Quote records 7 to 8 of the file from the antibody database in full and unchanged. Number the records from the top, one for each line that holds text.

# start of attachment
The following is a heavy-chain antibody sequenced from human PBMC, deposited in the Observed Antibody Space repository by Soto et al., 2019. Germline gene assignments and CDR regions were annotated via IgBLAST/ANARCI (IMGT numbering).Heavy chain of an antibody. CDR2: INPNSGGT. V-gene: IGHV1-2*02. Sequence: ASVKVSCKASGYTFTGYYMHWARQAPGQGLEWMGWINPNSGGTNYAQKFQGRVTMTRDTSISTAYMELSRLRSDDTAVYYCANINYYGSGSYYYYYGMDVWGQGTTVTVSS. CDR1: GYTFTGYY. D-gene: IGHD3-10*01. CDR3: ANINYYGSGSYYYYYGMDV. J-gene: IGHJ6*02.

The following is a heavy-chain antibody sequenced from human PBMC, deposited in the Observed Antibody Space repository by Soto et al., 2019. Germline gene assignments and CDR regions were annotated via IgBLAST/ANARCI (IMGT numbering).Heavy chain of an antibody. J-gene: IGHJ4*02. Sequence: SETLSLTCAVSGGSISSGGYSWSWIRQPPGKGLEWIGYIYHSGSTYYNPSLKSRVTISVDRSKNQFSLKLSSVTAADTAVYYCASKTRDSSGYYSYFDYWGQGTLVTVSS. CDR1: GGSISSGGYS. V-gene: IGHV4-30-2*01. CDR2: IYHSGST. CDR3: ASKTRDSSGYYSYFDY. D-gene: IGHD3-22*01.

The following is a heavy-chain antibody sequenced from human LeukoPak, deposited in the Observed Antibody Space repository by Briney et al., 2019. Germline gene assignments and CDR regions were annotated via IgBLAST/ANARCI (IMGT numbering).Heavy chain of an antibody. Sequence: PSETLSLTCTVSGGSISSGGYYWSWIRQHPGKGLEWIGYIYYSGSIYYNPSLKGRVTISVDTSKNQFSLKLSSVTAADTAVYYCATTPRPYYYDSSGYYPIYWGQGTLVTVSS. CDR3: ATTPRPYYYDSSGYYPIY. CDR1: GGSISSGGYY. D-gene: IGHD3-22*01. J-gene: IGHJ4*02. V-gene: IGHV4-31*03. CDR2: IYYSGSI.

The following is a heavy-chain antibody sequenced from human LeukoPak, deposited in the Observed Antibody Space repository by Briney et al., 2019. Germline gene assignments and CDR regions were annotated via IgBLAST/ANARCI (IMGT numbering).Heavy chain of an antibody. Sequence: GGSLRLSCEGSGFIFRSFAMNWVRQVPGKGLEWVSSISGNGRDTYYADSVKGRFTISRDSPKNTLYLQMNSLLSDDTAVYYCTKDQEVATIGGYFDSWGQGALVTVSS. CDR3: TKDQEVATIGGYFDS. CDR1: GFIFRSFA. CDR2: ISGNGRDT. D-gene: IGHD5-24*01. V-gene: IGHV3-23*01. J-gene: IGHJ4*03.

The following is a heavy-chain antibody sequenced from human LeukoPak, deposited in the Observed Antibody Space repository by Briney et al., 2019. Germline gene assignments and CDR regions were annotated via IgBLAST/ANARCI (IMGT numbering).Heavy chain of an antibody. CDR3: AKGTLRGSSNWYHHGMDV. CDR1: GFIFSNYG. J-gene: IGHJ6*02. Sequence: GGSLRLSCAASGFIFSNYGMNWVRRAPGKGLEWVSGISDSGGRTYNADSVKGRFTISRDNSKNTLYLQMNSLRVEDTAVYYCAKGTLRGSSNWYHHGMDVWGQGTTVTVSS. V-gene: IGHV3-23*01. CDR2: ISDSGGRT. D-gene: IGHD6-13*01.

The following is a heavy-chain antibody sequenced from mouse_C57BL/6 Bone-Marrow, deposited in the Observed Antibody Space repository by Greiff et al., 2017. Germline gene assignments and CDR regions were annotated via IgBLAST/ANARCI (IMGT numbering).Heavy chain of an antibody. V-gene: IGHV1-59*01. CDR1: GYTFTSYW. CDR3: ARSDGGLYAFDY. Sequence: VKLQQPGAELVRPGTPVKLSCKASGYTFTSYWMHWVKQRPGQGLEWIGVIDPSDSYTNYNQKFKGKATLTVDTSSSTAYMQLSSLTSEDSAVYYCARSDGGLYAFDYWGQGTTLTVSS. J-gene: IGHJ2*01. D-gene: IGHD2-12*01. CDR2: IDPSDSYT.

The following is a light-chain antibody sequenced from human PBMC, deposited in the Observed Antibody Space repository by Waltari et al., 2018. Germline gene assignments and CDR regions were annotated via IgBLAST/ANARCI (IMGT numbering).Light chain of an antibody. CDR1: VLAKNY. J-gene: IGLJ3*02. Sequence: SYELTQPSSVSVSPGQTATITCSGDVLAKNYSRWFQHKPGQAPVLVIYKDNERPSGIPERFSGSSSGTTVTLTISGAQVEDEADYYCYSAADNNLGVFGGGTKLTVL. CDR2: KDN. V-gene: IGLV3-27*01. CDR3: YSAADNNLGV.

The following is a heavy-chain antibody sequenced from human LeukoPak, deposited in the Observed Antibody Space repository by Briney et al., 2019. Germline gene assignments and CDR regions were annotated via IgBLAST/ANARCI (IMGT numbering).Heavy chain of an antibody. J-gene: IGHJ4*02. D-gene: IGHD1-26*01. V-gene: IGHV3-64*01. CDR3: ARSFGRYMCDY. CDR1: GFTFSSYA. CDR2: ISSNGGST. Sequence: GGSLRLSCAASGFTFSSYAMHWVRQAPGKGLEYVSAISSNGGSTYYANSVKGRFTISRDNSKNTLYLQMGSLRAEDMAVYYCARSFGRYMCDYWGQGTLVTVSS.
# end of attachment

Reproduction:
The following is a light-chain antibody sequenced from human PBMC, deposited in the Observed Antibody Space repository by Waltari et al., 2018. Germline gene assignments and CDR regions were annotated via IgBLAST/ANARCI (IMGT numbering).Light chain of an antibody. CDR1: VLAKNY. J-gene: IGLJ3*02. Sequence: SYELTQPSSVSVSPGQTATITCSGDVLAKNYSRWFQHKPGQAPVLVIYKDNERPSGIPERFSGSSSGTTVTLTISGAQVEDEADYYCYSAADNNLGVFGGGTKLTVL. CDR2: KDN. V-gene: IGLV3-27*01. CDR3: YSAADNNLGV.

The following is a heavy-chain antibody sequenced from human LeukoPak, deposited in the Observed Antibody Space repository by Briney et al., 2019. Germline gene assignments and CDR regions were annotated via IgBLAST/ANARCI (IMGT numbering).Heavy chain of an antibody. J-gene: IGHJ4*02. D-gene: IGHD1-26*01. V-gene: IGHV3-64*01. CDR3: ARSFGRYMCDY. CDR1: GFTFSSYA. CDR2: ISSNGGST. Sequence: GGSLRLSCAASGFTFSSYAMHWVRQAPGKGLEYVSAISSNGGSTYYANSVKGRFTISRDNSKNTLYLQMGSLRAEDMAVYYCARSFGRYMCDYWGQGTLVTVSS.